TCS Daily

Silly Season

By Craig Winneker - August 16, 2002 12:00 AM

BRUSSELS -- At the European Commission's regular midday press briefing in Brussels, reporters from all over the world -- and even the United States -- gather to get the daily word from the EU.

Usually this involves a few hundred journalists quizzing a dozen or so official spokesmen in at least two languages on the latest developments in European merger control, foreign policy, regulatory affairs, and so on. This could range from, say, a decision to scuttle a multi-billion-euro corporate takeover to a radical adjustment of quotas for the fishing of hake.

But in August EU institutions shut down almost completely. The official calendar of events put out by the Union presidency is blank for the entire month, except for an "informal" meeting of foreign ministers in Elsinore, Denmark (Hamlet's home, appropriately enough), to discuss the Union's fledgling security and defense policy.

So the summer-time briefings are somewhat more laid back. One or two on-duty spokesmen and a few dozen reporters unlucky enough to not be spending the month on a Spanish beach are all who show up.

As for news, not much occurs. The other day I accidentally forgot to bring a notepad and pen to the conference, and cursed myself as I took a seat. Fortunately, by the time the six-minute briefing was over, I hadn't needed to write a single thing down.

On Monday of this week, the Commission, the executive arm of the EU, saw fit to announce only one item of note: approval without investigation of a merger between two obscure British homebuilders. Stop the presses.
In fact, the only big news was weather-related: flooding in Central Europe that was ravaging the historic cities of Prague, Vienna and Salzburg and wreaking economic havoc on small towns and farmers. In other words, precisely the sort of thing that the EU should exist to deal with efficiently.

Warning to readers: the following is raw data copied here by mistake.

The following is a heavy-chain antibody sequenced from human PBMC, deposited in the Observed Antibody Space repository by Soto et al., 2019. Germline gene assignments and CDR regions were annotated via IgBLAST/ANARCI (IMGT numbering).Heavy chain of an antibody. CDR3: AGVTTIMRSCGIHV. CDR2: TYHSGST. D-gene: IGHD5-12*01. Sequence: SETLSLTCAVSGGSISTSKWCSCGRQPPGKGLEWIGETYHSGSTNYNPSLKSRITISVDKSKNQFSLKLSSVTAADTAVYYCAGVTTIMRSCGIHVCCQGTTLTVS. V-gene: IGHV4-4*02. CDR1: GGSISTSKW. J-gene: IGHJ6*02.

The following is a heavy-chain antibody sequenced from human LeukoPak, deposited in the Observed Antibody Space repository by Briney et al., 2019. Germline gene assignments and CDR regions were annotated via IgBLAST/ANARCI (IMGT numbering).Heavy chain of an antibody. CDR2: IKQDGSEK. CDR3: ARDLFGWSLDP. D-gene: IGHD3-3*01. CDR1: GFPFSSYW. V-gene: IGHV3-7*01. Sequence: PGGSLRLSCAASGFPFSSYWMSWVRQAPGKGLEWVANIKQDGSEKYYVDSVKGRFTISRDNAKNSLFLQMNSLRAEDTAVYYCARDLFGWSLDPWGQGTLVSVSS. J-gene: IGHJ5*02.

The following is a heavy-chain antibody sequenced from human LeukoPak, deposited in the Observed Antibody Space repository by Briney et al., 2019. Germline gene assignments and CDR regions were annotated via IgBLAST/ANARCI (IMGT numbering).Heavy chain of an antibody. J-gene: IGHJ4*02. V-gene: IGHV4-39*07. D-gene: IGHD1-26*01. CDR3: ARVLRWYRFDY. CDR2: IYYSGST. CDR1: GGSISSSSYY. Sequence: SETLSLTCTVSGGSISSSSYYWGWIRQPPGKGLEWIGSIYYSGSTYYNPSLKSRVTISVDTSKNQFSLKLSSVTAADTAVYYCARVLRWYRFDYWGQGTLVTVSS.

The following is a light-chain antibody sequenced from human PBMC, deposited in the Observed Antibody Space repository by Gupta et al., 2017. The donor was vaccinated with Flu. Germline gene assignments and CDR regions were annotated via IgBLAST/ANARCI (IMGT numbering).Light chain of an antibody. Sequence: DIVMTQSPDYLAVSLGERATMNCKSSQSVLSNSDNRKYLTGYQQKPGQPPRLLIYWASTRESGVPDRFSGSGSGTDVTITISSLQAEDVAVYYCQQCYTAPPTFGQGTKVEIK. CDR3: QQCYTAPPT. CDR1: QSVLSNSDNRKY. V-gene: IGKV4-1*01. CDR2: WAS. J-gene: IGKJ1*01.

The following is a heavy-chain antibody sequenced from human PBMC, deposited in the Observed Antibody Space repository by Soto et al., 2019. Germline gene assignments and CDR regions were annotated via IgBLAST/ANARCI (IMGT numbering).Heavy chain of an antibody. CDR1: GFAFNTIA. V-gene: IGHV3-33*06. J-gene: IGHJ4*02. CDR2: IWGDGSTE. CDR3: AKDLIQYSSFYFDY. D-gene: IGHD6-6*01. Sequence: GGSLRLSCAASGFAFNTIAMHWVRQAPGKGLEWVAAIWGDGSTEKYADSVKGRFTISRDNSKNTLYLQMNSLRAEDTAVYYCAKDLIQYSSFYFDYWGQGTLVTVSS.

But you wouldn't know it from its public-relations apparatus.

Spokesman Jean-Christophe Filori announced offhandedly that the Commission was looking into its emergency aid capabilities to help Austria, a member state, and the Czech Republic, an applicant state, cope with the disaster. But he had no details of how exactly that might happen, and even admitted that such aid would be tough to come by since the European Parliament recently eliminated the necessary contingency fund. Subsidies for farmers, in other words, will have to come the old fashioned way: to pay them not to grow things.

No one seemed to mind or push him very much for more information. It was almost lunchtime. And one got the sense that not much was going to happen until September anyway.

Besides the sparse attendance at the press conference - the few journalists still in town were more interested in the ice-cream truck parked outside Commission headquarters on the Place Schuman roundabout -- there were other signs that the EU had entered its slow silly season.

Oliver Rapf, of the World Wildlife Fund's Brussels office, managed to link the big news of the week to his organization's environmental crusade. "The extreme weather events we are currently seeing around the globe give us a taste of what to expect from climate change," Rapf said. Too bad he wasn't around to comfort Noah in similar fashion.

It's not just the EU government that shuts down every August. There's also an almost complete lack of economic activity in the summer months in Europe (after the legally mandated late-July "sale" period is over, no one's much interested in shopping).

EU countries famously pledged in 2000 to transform Europe into the world's "most dynamic and competitive knowledge-based economy in the world by 2010." So far they haven't had much luck in moving toward this goal, as initiatives to open up energy markets to competition, to boost e-commerce, to create a single European patent and even to harmonize corporate laws across the Union have been stymied by one national interest or another.
The fact that everything goes dormant for approximately one-twelfth of the year doesn't help.

Still, shutting down the government - or, in this case, "government" - can have its benefits ("What if the government closes and nobody notices?" I remember thinking during the Washington budget battle of 1995).

In Europe's case, vacation downtime paid off in at least one way for policy-makers, facilitating passage of a proposal to streamline rules on raising capital across the Union. The Commission last week used a controversial "written procedure" to approve the measure -a necessary move because most of its 20 members were on holiday. Benefit: no one was around to criticize or even comment on the legislation, which will allow firms to raise money across Europe with just one prospectus.

In other words, while nobody was paying attention, the EU cut red tape and gave a much-needed, if admittedly small, boost to its single market economy.

It takes a Romanian newspaper, Cotidianul, to put all of this in perspective. Urging its readers this week not to fall into an apocalyptic panic over the flooding, the paper instead advises them to "laugh, sing and dance because it is August and the politicians are still on holiday."

Amen to that. Now for an ice cream.



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